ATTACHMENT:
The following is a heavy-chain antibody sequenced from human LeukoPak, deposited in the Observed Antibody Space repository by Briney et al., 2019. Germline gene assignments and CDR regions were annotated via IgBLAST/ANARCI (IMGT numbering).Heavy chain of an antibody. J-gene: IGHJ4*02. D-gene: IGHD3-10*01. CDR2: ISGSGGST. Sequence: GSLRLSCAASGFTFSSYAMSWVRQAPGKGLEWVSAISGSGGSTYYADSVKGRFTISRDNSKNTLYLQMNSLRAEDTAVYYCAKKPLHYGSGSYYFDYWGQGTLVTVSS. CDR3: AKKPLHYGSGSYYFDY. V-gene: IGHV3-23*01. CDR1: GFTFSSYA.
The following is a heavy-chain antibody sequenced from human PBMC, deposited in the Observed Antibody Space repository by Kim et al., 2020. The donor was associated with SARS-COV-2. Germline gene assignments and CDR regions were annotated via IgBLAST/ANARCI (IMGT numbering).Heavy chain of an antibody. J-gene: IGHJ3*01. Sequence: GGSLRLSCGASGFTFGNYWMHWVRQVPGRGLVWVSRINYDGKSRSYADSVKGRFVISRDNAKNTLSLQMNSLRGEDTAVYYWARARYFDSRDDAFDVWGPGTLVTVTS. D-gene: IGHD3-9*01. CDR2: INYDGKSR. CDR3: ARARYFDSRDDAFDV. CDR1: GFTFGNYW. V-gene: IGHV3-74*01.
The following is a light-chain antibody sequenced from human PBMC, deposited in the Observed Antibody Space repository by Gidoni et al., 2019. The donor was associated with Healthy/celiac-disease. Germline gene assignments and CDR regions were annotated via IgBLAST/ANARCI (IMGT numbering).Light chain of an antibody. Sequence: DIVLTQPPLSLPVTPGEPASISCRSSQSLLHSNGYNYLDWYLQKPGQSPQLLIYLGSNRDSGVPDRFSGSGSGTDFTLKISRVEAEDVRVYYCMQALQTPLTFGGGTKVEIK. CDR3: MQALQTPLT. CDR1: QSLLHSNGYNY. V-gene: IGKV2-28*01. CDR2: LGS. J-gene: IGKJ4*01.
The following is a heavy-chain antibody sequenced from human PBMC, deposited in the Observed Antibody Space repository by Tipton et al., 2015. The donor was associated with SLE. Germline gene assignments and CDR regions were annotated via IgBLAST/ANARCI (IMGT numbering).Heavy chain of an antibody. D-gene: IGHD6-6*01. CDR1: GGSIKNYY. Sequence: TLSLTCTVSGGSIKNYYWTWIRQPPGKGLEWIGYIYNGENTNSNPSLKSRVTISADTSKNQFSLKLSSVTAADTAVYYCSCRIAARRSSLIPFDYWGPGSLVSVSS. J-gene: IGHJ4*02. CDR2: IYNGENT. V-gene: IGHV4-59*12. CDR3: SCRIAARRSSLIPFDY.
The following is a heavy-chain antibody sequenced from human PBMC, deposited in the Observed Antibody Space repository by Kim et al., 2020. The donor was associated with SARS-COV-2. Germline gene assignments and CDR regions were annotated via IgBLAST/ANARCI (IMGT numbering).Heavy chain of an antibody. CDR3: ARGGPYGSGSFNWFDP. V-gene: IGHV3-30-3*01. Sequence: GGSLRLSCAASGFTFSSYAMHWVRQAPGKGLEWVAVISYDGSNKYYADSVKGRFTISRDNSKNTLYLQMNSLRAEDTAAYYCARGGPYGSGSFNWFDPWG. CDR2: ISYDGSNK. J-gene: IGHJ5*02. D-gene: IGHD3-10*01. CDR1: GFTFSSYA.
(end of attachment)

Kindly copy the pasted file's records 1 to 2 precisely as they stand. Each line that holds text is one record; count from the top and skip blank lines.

The following is a heavy-chain antibody sequenced from human LeukoPak, deposited in the Observed Antibody Space repository by Briney et al., 2019. Germline gene assignments and CDR regions were annotated via IgBLAST/ANARCI (IMGT numbering).Heavy chain of an antibody. J-gene: IGHJ4*02. D-gene: IGHD3-10*01. CDR2: ISGSGGST. Sequence: GSLRLSCAASGFTFSSYAMSWVRQAPGKGLEWVSAISGSGGSTYYADSVKGRFTISRDNSKNTLYLQMNSLRAEDTAVYYCAKKPLHYGSGSYYFDYWGQGTLVTVSS. CDR3: AKKPLHYGSGSYYFDY. V-gene: IGHV3-23*01. CDR1: GFTFSSYA.
The following is a heavy-chain antibody sequenced from human PBMC, deposited in the Observed Antibody Space repository by Kim et al., 2020. The donor was associated with SARS-COV-2. Germline gene assignments and CDR regions were annotated via IgBLAST/ANARCI (IMGT numbering).Heavy chain of an antibody. J-gene: IGHJ3*01. Sequence: GGSLRLSCGASGFTFGNYWMHWVRQVPGRGLVWVSRINYDGKSRSYADSVKGRFVISRDNAKNTLSLQMNSLRGEDTAVYYWARARYFDSRDDAFDVWGPGTLVTVTS. D-gene: IGHD3-9*01. CDR2: INYDGKSR. CDR3: ARARYFDSRDDAFDV. CDR1: GFTFGNYW. V-gene: IGHV3-74*01.